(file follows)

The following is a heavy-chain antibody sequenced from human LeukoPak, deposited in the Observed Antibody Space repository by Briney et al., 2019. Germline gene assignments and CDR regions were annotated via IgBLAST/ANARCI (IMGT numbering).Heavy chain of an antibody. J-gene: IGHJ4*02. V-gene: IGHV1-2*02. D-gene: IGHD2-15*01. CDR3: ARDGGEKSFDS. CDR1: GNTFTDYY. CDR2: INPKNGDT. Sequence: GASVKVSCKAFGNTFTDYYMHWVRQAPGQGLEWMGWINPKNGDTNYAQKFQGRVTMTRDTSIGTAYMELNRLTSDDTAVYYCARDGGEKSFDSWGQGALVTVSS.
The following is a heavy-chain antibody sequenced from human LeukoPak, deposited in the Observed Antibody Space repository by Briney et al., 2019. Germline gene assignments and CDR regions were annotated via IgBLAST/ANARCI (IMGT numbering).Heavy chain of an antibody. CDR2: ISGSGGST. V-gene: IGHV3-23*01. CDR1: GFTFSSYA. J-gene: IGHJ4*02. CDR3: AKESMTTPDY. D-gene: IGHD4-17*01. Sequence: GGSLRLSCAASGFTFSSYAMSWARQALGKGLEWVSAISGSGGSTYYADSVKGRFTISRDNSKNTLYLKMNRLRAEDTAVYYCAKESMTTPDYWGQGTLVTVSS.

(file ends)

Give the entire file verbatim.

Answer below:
The following is a heavy-chain antibody sequenced from human LeukoPak, deposited in the Observed Antibody Space repository by Briney et al., 2019. Germline gene assignments and CDR regions were annotated via IgBLAST/ANARCI (IMGT numbering).Heavy chain of an antibody. J-gene: IGHJ4*02. V-gene: IGHV1-2*02. D-gene: IGHD2-15*01. CDR3: ARDGGEKSFDS. CDR1: GNTFTDYY. CDR2: INPKNGDT. Sequence: GASVKVSCKAFGNTFTDYYMHWVRQAPGQGLEWMGWINPKNGDTNYAQKFQGRVTMTRDTSIGTAYMELNRLTSDDTAVYYCARDGGEKSFDSWGQGALVTVSS.
The following is a heavy-chain antibody sequenced from human LeukoPak, deposited in the Observed Antibody Space repository by Briney et al., 2019. Germline gene assignments and CDR regions were annotated via IgBLAST/ANARCI (IMGT numbering).Heavy chain of an antibody. CDR2: ISGSGGST. V-gene: IGHV3-23*01. CDR1: GFTFSSYA. J-gene: IGHJ4*02. CDR3: AKESMTTPDY. D-gene: IGHD4-17*01. Sequence: GGSLRLSCAASGFTFSSYAMSWARQALGKGLEWVSAISGSGGSTYYADSVKGRFTISRDNSKNTLYLKMNRLRAEDTAVYYCAKESMTTPDYWGQGTLVTVSS.